3 Episode Taste Test: Star Driver

This is what happens when you cross effeminate young men with Tengen Toppa Gurren Lagann. A frenzy of colour and Studio Bones' deft creative hand is juxtaposed against incongruously suggestive female outfits and canned animation sequences. This is not the same studio that brought out Eureka 7 and Sword of the Stranger, but one leaving the afterglow of Fullmetal Alchemist: Brotherhood and on the downspin after the disappointing Darker than Black sequel and the no doubt expensive risk of Heroman. This is Five Star Story style robots, fighting in Gurren Lagann's alternate space with Code Geass's chutzpah. This is Star Driver.

Opening episodes are always a gamble: bedazzle now and risk a depleted budget later or hold back and aim for long-term, unwrinkled quality. The first three episodes here try and do both with a swift and incomprehensible collection of enigmatic snippets of dialogue followed by a kaleidoscopic mecha battle. The latter is then repeated, down to the vocal song and preceding animation snippet, for every subsequent episode. It's sloppy and lacks the finesse expected of a Studio Bones production.

Derivative though it may be, the brief scuffles only bookend the extended high-school lifestyle. All the staples are there: classroom assignments, lunch box sharing, the quiet girl, the rich girl, the transfer student, the list goes on. Protagonist Takuto washes up on the beach, is saved by local girl, but by some oversight of the plot is in possession of all his memories; even his induction into school is without incident. Then there are the clandestine meetings of the absurdly named Order of the Glittering Star who look like the cast of Eyes Wide Shut were thrown through a sex shop - so obvious are the participant's identities it's a small favour the show doesn't bludgeon that bit of exposition.

Confusion is nothing new though, the opening episodes of Xam'd weren't straightforward. Here though there is no sense of a grander narrative, only arbitrary divisions of consequential objects: twelve swords, four maidens, twenty-something cybodies, three stages, etc. Answers are obviously forthcoming but the episode structure combined with the wrong side of outlandish designs pitches the series to a more doltish audience than expected. Bones bank a lot of goodwill and with a few exceptions, their series are never less than exemplary; for now though Star Driver is propelled by the promise of improvement rather than what has already been delivered.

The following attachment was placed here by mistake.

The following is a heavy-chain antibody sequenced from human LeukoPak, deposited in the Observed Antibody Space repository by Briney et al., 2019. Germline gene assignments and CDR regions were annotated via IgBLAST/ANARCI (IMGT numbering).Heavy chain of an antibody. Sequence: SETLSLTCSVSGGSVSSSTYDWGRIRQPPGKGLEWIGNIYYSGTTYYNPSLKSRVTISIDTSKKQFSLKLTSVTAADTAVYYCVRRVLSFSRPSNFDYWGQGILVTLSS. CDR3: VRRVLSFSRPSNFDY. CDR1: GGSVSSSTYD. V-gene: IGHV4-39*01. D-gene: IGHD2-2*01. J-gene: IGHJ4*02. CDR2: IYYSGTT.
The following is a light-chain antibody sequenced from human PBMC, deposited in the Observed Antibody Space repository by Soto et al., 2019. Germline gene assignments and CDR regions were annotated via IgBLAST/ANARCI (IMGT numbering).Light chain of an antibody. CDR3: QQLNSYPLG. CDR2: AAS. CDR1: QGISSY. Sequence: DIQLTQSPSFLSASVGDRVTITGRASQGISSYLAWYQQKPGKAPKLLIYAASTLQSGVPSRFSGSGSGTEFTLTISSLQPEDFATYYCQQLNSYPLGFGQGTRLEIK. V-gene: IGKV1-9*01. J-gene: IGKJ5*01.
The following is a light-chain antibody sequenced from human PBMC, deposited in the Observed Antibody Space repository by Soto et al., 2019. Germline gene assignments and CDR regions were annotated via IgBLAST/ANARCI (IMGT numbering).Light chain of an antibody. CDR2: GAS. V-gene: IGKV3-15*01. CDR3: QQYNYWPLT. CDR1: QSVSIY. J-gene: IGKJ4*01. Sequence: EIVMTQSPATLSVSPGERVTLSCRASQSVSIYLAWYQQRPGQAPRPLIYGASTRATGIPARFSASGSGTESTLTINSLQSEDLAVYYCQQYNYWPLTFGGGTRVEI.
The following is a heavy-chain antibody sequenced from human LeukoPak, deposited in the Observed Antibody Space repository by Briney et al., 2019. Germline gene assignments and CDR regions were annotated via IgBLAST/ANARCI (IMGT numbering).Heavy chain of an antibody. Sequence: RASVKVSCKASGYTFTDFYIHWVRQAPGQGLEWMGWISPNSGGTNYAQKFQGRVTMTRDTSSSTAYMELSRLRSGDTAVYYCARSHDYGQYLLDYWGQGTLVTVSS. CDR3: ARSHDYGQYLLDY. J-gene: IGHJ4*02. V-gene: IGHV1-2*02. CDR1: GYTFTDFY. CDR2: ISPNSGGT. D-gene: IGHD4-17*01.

Responses to “3 Episode Taste Test: Star Driver”

Unlike Xam'd, or even Eureka 7 (to a ssmmmaaaalll extent), I don't really care about all the strange in-universe plot mechanics. This show is pretty faaaaaaaaaaaaabulous, so yeah.

@lelangir: I'm not sure I care about the Star Driver mechanics either, but the "sing, launch casket, FIGHT, 'oh no I suck'" rinse-repeat formula the antagonists are following is old already. Expected a little more from Bones, but guess when you've got so many Sailor Moon graduates on board it's not entirely unexpected.

@Aroduc: Both I think, not racing around the country and getting back into the habit have played a big part. This season isn't looking much better with dross like MM! kicking about; haven't even started on My Little Sister or Squid Girl yet...
I think agree the formula has gotten old quickly as well but there is some insight from other bloggers and from the shows creators that this isn't totally unexpected.

I don't know if you've read this: http://www.ggkthx.org/2010/10/04/the-world-of-star-driver-interview/ but it details a lot of the ideas going through the creators heads. The important things to note being that Igarashi has never directed a mecha anime and the writer is the same writer of Revolutionary Girl Utena.

A lot of bloggers have been pointing out similarities between Utena and Star Driver. The formula, the evil school council, the fabulous, etc. I personally haven't seen Utena so I can't make the same call but I think it is an interesting insight into the show.
@Taka: That's a superb link, thanks for highlighting that. I see what you mean about insight, getting behind some of the ideas of the writer and director does elaborate on certain ideas. They're not necessarily ideas I agree with (the "no death" restriction would seem to entirely strip any drama from the fights) but it brings the series into context.

As for the Utena similarities, I've only seen a handful of episodes so I can't comment authoritatively but it definitely seems like a thematic link rather than individual similarities e.g. the school council in Utena is more overt, whereas in Star Driver the Order of Glittering Star are entirely removed from school.

Thanks again for sending that through and for reading!